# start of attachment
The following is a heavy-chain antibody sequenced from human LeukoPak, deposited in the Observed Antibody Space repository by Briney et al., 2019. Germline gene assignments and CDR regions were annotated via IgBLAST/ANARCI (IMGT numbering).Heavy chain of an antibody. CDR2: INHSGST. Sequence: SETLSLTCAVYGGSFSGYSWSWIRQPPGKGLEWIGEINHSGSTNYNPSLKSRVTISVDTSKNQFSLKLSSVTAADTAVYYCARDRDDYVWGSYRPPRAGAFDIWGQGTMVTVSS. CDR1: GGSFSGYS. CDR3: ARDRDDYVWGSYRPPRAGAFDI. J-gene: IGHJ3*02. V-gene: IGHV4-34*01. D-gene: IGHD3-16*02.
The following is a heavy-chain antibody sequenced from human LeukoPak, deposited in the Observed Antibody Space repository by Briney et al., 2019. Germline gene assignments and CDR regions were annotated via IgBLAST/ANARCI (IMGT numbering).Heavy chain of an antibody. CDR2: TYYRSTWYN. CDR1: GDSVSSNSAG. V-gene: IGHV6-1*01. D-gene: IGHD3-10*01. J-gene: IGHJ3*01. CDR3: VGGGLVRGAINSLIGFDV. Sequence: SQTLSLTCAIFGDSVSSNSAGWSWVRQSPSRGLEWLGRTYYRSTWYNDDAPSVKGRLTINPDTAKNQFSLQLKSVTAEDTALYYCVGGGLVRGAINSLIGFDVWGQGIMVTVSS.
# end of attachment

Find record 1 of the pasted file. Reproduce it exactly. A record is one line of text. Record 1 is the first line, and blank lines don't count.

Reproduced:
The following is a heavy-chain antibody sequenced from human LeukoPak, deposited in the Observed Antibody Space repository by Briney et al., 2019. Germline gene assignments and CDR regions were annotated via IgBLAST/ANARCI (IMGT numbering).Heavy chain of an antibody. CDR2: INHSGST. Sequence: SETLSLTCAVYGGSFSGYSWSWIRQPPGKGLEWIGEINHSGSTNYNPSLKSRVTISVDTSKNQFSLKLSSVTAADTAVYYCARDRDDYVWGSYRPPRAGAFDIWGQGTMVTVSS. CDR1: GGSFSGYS. CDR3: ARDRDDYVWGSYRPPRAGAFDI. J-gene: IGHJ3*02. V-gene: IGHV4-34*01. D-gene: IGHD3-16*02.